Satyajit Ray

From Academic Kids


Satyajit Ray (May 2 1921 - April 23 1992) was a Bengali film director whose films are perhaps the greatest testament to Bengali and Indian cinema. He is mostly known for his Apu trilogy (the films Pather Panchali, Aparajito, and The World of Apu.), but has a large collection of works that are acclaimed among the world film industry, most notably by the likes of Akira Kurosawa, Martin Scorsese and Steven Spielberg. He has been called one of the four greatest director/producers of cinema in the world, and Kurosawa famously said of Ray:

"Not to have seen the cinema of Ray means existing in the world without seeing the sun or the moon."


Born into a relatively wealthy and highly influential Bramho family in Kolkata [Calcutta]]. His father was one of the leading writers of Bengal in the vein of Lewis Carrol and Edward Lear, and his grandfather was a Renaissance man with many interests ranging from writing to typography. Ray was well-educated. He was a student at the Presidency College, Kolkata and also at the Vishwabharati university (Shantiniketan) established by Rabindranath Tagore. Thereafter, he spent many years as a layout artist in a publishing house and worked with a reputed advertising agency; inspired by the novel Pather Panchali, he decided to make it into a film and shot it on location using friends as actors, putting up the funding himself. Partway through filming he ran out of funds; the Bengal state government loaned him the rest, allowing him to finish the film. The film was successful both artistically and commercially, winning notice at the 1956 Cannes film festival and providing a boon to the Indian film industry.

Ray's work tends to be both realistic and subdued; his early work is compassionate and touching; his later work, while more political, is also at times cynical, but still infused with his typical humor.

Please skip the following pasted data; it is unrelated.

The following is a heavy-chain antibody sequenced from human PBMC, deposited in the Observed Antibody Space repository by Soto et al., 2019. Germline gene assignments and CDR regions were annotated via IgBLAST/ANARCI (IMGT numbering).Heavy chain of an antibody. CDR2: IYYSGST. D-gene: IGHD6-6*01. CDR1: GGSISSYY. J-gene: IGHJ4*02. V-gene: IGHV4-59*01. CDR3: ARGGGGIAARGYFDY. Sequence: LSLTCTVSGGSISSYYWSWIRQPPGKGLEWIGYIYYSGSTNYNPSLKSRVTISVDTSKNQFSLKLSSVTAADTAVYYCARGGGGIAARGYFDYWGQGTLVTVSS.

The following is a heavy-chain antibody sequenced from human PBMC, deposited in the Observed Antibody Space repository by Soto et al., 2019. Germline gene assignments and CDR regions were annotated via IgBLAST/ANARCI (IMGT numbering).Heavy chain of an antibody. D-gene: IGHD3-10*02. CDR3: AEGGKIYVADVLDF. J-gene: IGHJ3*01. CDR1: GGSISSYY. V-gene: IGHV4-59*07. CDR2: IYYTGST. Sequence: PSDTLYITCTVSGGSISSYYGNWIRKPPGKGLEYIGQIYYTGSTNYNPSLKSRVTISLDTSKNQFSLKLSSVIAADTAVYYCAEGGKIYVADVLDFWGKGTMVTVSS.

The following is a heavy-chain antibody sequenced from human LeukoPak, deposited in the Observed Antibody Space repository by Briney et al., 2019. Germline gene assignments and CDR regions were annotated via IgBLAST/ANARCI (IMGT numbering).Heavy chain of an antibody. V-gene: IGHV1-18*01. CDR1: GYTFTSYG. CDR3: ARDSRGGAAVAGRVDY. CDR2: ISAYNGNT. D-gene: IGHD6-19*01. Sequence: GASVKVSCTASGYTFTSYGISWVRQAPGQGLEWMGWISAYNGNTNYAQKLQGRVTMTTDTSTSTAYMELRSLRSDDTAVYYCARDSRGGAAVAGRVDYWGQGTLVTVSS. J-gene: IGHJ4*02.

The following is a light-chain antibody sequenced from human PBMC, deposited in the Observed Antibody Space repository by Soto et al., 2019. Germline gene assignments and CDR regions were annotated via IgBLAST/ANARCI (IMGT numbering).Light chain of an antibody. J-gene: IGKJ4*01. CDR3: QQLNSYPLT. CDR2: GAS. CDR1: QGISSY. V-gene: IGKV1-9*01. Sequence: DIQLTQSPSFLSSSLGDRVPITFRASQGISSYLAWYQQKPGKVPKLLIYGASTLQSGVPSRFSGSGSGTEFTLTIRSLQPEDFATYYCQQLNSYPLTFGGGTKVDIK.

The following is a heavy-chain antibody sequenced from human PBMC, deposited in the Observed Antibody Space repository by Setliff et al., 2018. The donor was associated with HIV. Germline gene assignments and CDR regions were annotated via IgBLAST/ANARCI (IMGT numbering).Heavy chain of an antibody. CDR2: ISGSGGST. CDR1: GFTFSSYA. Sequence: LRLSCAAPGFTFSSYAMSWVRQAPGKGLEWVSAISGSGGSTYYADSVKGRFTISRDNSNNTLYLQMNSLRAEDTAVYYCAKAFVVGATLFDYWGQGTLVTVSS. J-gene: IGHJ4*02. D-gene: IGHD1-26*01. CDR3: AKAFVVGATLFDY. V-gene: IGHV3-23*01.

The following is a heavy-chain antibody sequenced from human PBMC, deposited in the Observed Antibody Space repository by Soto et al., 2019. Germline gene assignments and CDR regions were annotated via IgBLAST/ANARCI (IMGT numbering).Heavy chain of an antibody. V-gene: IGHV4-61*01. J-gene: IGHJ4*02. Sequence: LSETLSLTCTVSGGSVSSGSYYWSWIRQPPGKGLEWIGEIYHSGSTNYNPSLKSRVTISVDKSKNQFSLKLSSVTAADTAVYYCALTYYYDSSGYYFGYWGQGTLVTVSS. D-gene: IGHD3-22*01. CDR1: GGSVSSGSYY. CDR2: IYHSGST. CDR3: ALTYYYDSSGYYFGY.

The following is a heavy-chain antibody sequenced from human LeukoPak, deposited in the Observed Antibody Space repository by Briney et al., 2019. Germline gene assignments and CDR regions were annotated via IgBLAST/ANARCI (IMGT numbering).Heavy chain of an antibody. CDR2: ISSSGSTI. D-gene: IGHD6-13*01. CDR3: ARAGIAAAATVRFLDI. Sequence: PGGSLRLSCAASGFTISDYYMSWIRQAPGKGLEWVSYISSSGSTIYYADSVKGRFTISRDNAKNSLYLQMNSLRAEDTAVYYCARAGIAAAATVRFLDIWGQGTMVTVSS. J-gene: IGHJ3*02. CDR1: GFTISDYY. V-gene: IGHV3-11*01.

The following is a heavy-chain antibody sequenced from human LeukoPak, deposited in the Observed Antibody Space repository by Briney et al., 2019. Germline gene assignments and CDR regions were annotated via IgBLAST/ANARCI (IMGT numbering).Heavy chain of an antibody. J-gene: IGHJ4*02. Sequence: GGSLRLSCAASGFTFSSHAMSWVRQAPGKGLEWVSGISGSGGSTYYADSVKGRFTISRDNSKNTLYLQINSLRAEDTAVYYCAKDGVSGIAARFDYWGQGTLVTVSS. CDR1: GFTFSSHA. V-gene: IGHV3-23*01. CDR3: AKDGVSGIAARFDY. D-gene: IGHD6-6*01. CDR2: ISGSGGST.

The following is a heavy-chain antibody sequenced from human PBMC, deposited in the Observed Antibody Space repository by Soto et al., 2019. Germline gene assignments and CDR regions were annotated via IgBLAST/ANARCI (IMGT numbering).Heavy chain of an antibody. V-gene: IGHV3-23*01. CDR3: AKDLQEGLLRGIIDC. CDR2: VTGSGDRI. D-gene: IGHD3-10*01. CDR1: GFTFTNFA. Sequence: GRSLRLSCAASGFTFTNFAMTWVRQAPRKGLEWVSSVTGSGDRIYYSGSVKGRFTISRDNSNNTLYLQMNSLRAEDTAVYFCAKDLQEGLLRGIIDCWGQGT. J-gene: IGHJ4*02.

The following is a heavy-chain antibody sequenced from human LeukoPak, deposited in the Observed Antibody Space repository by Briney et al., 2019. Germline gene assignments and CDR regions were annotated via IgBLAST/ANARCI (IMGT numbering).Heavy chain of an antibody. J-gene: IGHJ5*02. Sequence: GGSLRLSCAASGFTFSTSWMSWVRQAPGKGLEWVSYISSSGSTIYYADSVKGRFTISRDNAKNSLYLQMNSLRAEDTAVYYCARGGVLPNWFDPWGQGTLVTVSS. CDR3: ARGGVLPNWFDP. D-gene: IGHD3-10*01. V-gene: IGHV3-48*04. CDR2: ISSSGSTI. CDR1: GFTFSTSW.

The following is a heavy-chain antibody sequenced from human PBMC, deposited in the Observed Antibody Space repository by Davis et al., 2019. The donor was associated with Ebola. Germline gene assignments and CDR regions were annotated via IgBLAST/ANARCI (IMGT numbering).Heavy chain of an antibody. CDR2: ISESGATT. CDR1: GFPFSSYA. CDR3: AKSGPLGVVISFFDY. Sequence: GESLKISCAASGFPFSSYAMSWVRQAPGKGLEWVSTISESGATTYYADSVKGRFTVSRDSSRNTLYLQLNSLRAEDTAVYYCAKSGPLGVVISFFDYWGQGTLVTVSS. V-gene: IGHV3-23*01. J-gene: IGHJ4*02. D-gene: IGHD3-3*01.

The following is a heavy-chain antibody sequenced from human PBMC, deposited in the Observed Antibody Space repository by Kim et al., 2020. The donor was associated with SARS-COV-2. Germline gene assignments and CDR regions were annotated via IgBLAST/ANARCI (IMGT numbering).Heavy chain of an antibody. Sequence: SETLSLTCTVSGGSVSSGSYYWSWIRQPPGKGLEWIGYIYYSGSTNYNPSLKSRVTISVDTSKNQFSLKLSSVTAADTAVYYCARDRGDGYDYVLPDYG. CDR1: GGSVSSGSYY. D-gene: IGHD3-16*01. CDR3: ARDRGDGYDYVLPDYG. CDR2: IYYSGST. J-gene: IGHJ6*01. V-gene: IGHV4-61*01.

In 1962, Ray directed Kanchenjungha, his first original screenplay and colour film. This is one of the few films which has been shot in real time.

Satyajit Ray won the Dadasaheb Phalke Award in 1985 for lifetime contribution to Indian cinema. He received the Academy's Lifetime Achievement Award in 1992, one of only two Oscar winners from India. He was also awarded the Bharat Ratna in 1992.

In 1967, Ray wrote a script for a movie entitled "The Alien". Columbia Pictures were in talks to produce this movie. Peter Sellers and Marlon Brando were rumored to play the leading parts. However Ray was surprised to find that the script he had co-written had already been copyrighted and the fee appropriated. Marlon Brando dropped out of the project and though an attempt was made to bring James Coburn in his place, Ray was dissilusioned and had enough of Hollywood machinations and returned to Calcutta. Columbia was interested in reviving the project in the 70s and 80s but nothing came of it. When E.T. was released in 1982, many saw striking similarities in the movie to Ray's earlier script. Ray believed that Spielberg's movie "would not have been possible without my script of The Alien being available throughout America in mimeographed copies." Spielberg denied this by saying "I was a kid in High School when this script was circulating in Hollywood".

He made Shatranj Ke Khiladi, an Urdu/Hindustani movie about chess players of Lucknow. This film starred Sanjeev Kumar, Saeed Jaffrey, Amjad Khan, Shabana Azmi, Victor Bannerjee and Richard Attenborough. Apart from a later short film in Hindi, Sadgati, starring Om Puri and the late Smita Patil, this was his only feature film in a language other than Bengali. Both these films were based on original stories by Munshi Premchand, the giant of Hindi literature.

Satyajit Ray was also a prolific writer in Bengali. Arguably his most famous written works were the exploits of Feluda, a Bengali detective, and Professor Shanku, a scientist. Most of his writings have now been translated into English, and are finding an eager second generation of readers.


External links

eo:Satjajxit RAY fr:Satyajit Ray kn:ಸತ್ಯಜಿತ್ ರೇ sa:सत्यजित रायsv:Satyajit Ray


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